With jurisdictional disputes, conflicting and/or vague national laws, and the already burgeoning gang of online casinos hosted in friendlier venues, one would think finding a Canadian online casino actually based in Canada to be as rare as an Ontario resident who can’t give you directions to the nearest Tim Hortons.
One would be wrong.
In addition to the online casinos hosted throughout the world that are permitted to do business with Canadians, Canada is home to a multitude of online gambling establishments.
At one time, you couldn’t gamble at all in Canada. Or maybe you could. Canadian law is (or was) quite mute on the subject.
Except for lotteries. Even as long ago as the mid-1800s, the Canadian Criminal Code did not care for them, except perhaps when they were implemented to assist a charity.
So, Canadians were permitted to buy a lottery ticket from a charitable organization. And you were allowed to bet on the occasional charitable horse race—at the race track, of course (none of your OTB shenanigans here, thank you very much). Oh, and you could buy a ticket in a church raffle.
Man, those Canadians really knew how to party back in the day.
Seriously, though, the Canadian government may not have had an opinion about other forms of gambling, but they pulled out all the stops when it came to denouncing and criminalizing lotteries.
Except for the local versions of, “Here’s how we can get a new roof on the parsonage,” noted above, the Canadian Criminal Code said it was illegal to do anything associated with “any proposal, scheme, or plan for advancing, lending, giving, selling, or in any way disposing of any property, by lots, cards, tickets, or any mode of chance whatever.”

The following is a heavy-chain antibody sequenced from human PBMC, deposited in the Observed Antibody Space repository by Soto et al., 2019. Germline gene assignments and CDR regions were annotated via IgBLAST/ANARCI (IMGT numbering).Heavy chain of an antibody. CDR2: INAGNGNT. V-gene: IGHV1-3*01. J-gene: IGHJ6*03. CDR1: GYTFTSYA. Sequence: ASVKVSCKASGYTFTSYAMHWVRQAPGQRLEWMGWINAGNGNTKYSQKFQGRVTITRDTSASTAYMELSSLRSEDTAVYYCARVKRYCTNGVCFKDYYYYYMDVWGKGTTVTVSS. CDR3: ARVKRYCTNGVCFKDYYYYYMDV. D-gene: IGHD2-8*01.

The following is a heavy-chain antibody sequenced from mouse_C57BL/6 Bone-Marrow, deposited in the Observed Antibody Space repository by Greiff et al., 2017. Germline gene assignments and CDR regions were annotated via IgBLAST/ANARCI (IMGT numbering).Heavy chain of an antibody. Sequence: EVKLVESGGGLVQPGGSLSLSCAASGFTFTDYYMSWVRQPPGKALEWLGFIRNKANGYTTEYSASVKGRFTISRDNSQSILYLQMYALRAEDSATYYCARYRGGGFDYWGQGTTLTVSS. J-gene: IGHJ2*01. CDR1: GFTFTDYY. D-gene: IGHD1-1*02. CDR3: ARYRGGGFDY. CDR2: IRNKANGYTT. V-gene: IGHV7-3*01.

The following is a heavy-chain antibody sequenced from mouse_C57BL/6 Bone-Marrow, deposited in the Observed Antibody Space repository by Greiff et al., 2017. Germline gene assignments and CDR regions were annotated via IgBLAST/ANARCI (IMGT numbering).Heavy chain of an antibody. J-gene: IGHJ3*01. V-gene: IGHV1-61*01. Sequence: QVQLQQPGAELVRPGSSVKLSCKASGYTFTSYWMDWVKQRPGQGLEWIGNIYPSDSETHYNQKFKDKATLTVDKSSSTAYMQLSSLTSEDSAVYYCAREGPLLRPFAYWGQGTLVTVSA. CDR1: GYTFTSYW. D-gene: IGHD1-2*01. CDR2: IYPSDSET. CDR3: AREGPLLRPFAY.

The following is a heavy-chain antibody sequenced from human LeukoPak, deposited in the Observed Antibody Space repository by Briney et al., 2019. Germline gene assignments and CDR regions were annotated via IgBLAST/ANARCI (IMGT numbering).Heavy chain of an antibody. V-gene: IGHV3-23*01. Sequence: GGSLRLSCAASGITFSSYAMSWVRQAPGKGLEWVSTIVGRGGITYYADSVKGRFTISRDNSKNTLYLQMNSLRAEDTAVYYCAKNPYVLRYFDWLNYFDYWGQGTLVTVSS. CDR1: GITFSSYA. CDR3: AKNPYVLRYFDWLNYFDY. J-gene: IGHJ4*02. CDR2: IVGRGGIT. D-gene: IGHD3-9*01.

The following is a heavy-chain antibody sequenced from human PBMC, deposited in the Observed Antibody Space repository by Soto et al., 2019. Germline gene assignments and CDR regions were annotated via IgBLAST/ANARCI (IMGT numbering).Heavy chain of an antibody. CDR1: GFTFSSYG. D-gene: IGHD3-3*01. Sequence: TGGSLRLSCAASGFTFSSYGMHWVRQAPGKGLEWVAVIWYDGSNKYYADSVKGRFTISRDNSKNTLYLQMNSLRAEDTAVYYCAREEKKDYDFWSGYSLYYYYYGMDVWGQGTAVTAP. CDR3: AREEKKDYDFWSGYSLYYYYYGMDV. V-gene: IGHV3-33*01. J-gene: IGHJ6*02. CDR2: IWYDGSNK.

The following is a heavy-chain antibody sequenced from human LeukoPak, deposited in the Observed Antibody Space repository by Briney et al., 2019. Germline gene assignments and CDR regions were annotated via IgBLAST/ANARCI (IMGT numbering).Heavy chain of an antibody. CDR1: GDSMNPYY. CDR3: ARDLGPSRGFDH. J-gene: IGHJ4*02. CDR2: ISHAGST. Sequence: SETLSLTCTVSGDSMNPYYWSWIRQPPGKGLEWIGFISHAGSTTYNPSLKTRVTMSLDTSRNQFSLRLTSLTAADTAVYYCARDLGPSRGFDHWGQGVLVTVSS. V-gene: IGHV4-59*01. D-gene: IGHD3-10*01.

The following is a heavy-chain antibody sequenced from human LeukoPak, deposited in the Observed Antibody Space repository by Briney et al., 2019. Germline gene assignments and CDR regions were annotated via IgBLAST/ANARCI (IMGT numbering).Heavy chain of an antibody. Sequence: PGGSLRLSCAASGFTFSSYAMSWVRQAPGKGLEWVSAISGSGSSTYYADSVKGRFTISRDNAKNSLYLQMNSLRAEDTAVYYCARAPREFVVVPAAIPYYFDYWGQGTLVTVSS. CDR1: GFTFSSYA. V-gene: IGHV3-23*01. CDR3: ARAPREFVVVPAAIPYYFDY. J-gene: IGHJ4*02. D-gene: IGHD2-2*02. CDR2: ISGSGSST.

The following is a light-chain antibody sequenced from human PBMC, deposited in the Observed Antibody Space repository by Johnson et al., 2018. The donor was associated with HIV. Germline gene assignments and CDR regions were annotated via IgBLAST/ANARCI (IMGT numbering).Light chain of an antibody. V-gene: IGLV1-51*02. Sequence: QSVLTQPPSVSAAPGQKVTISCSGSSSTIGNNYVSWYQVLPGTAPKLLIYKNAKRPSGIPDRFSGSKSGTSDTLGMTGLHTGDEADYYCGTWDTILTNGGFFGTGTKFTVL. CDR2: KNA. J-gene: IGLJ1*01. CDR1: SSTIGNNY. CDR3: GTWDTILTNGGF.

And Then, It Happened
That all changed back in 1969 when the Canadian federal government rewrote much of its Criminal Code with the Criminal Law Amendment Act. Among other changes, the amendment allowed the federal government, as well as the country’s provinces, to establish and operate lotteries in order to augment tax revenue.
One bright spot happened in the early 1980s when the provinces sued the feds for infringing on their lottery rights. The battle ended with the federal government getting out of the lottery business altogether, leaving the field open to the provinces.
Right about now you’re thinking, “So? This is mildly interesting at best. When are you gonna tell me how this all relates to online gambling?” Can you hear us sighing? Because we just sighed.
The fact that Canada took such a stern view on lotteries but remained silent or ambiguously vague on other forms of gambling might have been prudent back in the 1800s, but the Internet was waiting, 150 years in the future, to change all that.
And when online casinos and poker rooms first appeared, they were as prevalent in Canadian cyberspace as they were anywhere else in the world. However, without a clear set of rules governing gambling, many online casinos stayed away from the Canadian marketplace, and some that had initially offered online gambling to Canadians withdrew.